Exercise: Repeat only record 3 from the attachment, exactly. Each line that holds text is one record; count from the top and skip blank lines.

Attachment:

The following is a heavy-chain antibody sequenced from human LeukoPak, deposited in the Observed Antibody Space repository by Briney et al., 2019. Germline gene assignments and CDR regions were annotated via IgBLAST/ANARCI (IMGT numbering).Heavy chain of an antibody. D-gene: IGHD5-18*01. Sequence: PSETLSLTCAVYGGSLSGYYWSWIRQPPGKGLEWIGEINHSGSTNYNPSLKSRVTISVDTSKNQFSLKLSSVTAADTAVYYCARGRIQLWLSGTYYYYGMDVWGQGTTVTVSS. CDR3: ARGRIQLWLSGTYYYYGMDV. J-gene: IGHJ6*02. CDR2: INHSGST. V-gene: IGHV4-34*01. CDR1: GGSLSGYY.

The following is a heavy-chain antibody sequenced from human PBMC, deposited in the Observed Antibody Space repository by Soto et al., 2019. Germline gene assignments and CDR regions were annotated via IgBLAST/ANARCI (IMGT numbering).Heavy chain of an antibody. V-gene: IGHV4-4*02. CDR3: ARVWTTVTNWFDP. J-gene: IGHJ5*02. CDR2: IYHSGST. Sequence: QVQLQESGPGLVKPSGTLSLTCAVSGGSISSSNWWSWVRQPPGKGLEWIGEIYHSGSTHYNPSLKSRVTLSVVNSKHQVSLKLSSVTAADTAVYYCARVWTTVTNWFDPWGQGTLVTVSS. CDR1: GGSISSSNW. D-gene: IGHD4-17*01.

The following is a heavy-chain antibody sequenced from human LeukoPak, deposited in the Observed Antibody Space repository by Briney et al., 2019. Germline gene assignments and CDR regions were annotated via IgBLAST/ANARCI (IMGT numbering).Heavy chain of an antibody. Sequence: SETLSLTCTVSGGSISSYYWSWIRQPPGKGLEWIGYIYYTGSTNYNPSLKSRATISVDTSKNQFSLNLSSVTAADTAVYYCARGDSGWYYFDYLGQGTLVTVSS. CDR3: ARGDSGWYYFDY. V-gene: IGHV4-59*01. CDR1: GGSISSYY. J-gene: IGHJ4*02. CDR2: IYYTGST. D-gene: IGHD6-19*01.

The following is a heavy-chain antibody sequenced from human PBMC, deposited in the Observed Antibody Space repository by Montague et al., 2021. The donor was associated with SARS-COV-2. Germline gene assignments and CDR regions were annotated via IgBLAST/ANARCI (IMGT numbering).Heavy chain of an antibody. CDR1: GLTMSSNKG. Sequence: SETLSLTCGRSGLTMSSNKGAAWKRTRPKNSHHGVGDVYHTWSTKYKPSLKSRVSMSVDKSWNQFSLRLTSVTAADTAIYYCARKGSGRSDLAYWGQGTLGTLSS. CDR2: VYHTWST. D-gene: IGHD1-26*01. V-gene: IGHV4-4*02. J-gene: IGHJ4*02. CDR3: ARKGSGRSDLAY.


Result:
The following is a heavy-chain antibody sequenced from human LeukoPak, deposited in the Observed Antibody Space repository by Briney et al., 2019. Germline gene assignments and CDR regions were annotated via IgBLAST/ANARCI (IMGT numbering).Heavy chain of an antibody. Sequence: SETLSLTCTVSGGSISSYYWSWIRQPPGKGLEWIGYIYYTGSTNYNPSLKSRATISVDTSKNQFSLNLSSVTAADTAVYYCARGDSGWYYFDYLGQGTLVTVSS. CDR3: ARGDSGWYYFDY. V-gene: IGHV4-59*01. CDR1: GGSISSYY. J-gene: IGHJ4*02. CDR2: IYYTGST. D-gene: IGHD6-19*01.